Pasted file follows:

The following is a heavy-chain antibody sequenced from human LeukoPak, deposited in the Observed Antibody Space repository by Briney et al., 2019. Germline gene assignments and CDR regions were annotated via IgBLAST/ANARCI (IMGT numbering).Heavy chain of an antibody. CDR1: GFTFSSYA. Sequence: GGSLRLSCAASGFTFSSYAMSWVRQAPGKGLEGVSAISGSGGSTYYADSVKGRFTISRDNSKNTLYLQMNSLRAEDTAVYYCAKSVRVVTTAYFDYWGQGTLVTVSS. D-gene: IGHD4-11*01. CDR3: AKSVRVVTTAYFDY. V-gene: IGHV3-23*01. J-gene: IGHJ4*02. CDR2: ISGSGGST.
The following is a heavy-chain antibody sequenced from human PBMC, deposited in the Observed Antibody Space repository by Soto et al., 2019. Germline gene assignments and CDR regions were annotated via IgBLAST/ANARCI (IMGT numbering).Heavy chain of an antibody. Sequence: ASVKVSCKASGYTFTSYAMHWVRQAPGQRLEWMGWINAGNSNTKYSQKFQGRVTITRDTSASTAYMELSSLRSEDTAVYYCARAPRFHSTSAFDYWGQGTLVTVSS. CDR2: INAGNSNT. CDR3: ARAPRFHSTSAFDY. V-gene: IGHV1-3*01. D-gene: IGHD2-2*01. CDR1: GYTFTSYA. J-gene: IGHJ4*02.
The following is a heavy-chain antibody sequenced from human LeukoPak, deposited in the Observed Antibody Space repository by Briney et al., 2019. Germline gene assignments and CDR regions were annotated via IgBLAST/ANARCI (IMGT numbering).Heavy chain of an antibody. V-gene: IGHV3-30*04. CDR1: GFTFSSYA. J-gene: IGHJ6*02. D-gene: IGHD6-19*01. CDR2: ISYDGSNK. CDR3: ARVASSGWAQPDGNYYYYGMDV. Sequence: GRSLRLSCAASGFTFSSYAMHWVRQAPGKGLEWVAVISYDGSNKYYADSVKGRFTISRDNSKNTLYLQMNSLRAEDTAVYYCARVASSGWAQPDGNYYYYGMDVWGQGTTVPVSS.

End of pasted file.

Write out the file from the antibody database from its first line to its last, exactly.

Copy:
The following is a heavy-chain antibody sequenced from human LeukoPak, deposited in the Observed Antibody Space repository by Briney et al., 2019. Germline gene assignments and CDR regions were annotated via IgBLAST/ANARCI (IMGT numbering).Heavy chain of an antibody. CDR1: GFTFSSYA. Sequence: GGSLRLSCAASGFTFSSYAMSWVRQAPGKGLEGVSAISGSGGSTYYADSVKGRFTISRDNSKNTLYLQMNSLRAEDTAVYYCAKSVRVVTTAYFDYWGQGTLVTVSS. D-gene: IGHD4-11*01. CDR3: AKSVRVVTTAYFDY. V-gene: IGHV3-23*01. J-gene: IGHJ4*02. CDR2: ISGSGGST.
The following is a heavy-chain antibody sequenced from human PBMC, deposited in the Observed Antibody Space repository by Soto et al., 2019. Germline gene assignments and CDR regions were annotated via IgBLAST/ANARCI (IMGT numbering).Heavy chain of an antibody. Sequence: ASVKVSCKASGYTFTSYAMHWVRQAPGQRLEWMGWINAGNSNTKYSQKFQGRVTITRDTSASTAYMELSSLRSEDTAVYYCARAPRFHSTSAFDYWGQGTLVTVSS. CDR2: INAGNSNT. CDR3: ARAPRFHSTSAFDY. V-gene: IGHV1-3*01. D-gene: IGHD2-2*01. CDR1: GYTFTSYA. J-gene: IGHJ4*02.
The following is a heavy-chain antibody sequenced from human LeukoPak, deposited in the Observed Antibody Space repository by Briney et al., 2019. Germline gene assignments and CDR regions were annotated via IgBLAST/ANARCI (IMGT numbering).Heavy chain of an antibody. V-gene: IGHV3-30*04. CDR1: GFTFSSYA. J-gene: IGHJ6*02. D-gene: IGHD6-19*01. CDR2: ISYDGSNK. CDR3: ARVASSGWAQPDGNYYYYGMDV. Sequence: GRSLRLSCAASGFTFSSYAMHWVRQAPGKGLEWVAVISYDGSNKYYADSVKGRFTISRDNSKNTLYLQMNSLRAEDTAVYYCARVASSGWAQPDGNYYYYGMDVWGQGTTVPVSS.